Many thanks to everyone who sent in questions regarding Easy Art Pro and the services we offer. Unfortunately we can’t publish answers to all the questions asked, so here are what we thought to be the most relevant or entertaining ten for this round:
Q1: Can anyone draw?
A: Richard Allport Artist: Define draw! Making marks on paper with a pencil that look like something? Yes! Making marks on paper with a pencil that look like something real, well again yes if you go about it the right way. My point in answering this would be that if your focus is on replicating an image or an object you’re looking at, isn’t that less drawing, less creative and more like photocopying?
I personally think that even though direct observation is an important part of art and design and creativity too, it’s not the be all and end all. Not to develop how you think and imagine ideas, and express them through drawing is such a waste, and to that end I think anyone can draw. Drawing is far more about learning to look better than making marks on paper!
Q2: Does anyone else offer the same service as Easy Art Pro?
A: Richard Allport Artist: So far my searching hasn’t found any company or individual that has taken the same amount of multi disciplinary experience and specifically developed it for educational purposes, so no, its only Easy Art Pro that’s doing it. Let me know if you find someone else, I’d be very interested to look at their ideas.
Q3: Could there be regional competitions and/ or after school clubs to extend pupil’s learning?
A: Richard Allport Artist: Absolutely. At the moment we are in a period of heavy negotiations with several organisations and corporations about running national level creativity competitions with huge prizes both for pupils and schools.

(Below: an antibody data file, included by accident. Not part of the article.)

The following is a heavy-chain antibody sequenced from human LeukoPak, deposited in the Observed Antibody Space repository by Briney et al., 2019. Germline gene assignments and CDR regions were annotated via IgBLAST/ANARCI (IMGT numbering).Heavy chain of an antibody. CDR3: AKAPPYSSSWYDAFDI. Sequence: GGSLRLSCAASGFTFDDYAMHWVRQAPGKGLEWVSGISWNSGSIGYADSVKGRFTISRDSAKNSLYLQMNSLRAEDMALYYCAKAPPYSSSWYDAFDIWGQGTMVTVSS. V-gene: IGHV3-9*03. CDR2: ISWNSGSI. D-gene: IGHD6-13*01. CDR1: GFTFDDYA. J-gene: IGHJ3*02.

We are also talking to schools and educational authorities about extending after schools services for creativity workshops too! We will post more news about this when we can confirm it.
Q4: Is Easy Art Pro designed to be taught more to boys or girls?
A: Richard Allport Artist: Being a boy or girl has no relevance at all, all of our teaching modules are non gender specific. We have found overwhelmingly that girls as well as boys get a great deal of satisfaction from what we show them they are capable of.
Q5: What is your favourite picture or design?
A: Richard Allport Artist: Good question…..but I honestly don’t have one specific favourite. There are hundreds or even thousands of brilliantly creative designs in all areas of life. Picking one would be impossible for me. Sorry!
Q6: Did you ever want to be an Art teacher?
A: Richard Allport Artist: (Laughs) No, not in the traditional sense. My approaches to art and design have been formed through actually doing things in the real world and nothing else could have taught me that. I think all teachers do an amazing and almost impossible job, but for me making barmy monsters was always too much of a passion!
Q7: What was the first thing you ever drew?
A: Richard Allport Artist: Apparantly a teddy bear according to my mother. I don’t think it was particularly good and I would guess my foreshortening and perspective were probably a bit rough back then too!
Q8: How is paint made?
A: Richard Allport Artist: (Laughs again) I have absolutely no idea, but I’m glad it is! Try clicking on the image below to link to Wikipedia’s history of paint explanation
Q9: Which do you prefer, drawing with a pencil and paper or on a computer?
A: Richard Allport Artist: Difficult one. Reality versus digital, environmentally friendly versus waste. To be honest I find the most fulfilling things I’ve ever done are real three dimensional sculptures. You can’t beat actually having something tangible after all your efforts, but all methods have their place. Sorry if that’s a bit inconclusive.
Q10: What is the largest thing you’ve ever drawn?
A: Richard Allport Artist: Probably zebras as part of the Art company transition week team at Q3 Academy recently, when we painted eighty separate pieces of paper and assembled them as a huge picture of zebras drinking at a watering hole. The final image was three metres tall and nearly as wide and crammed with detail. Apart from that I have done some scenic backdrops that were quite big too!
Richard Allport 2010
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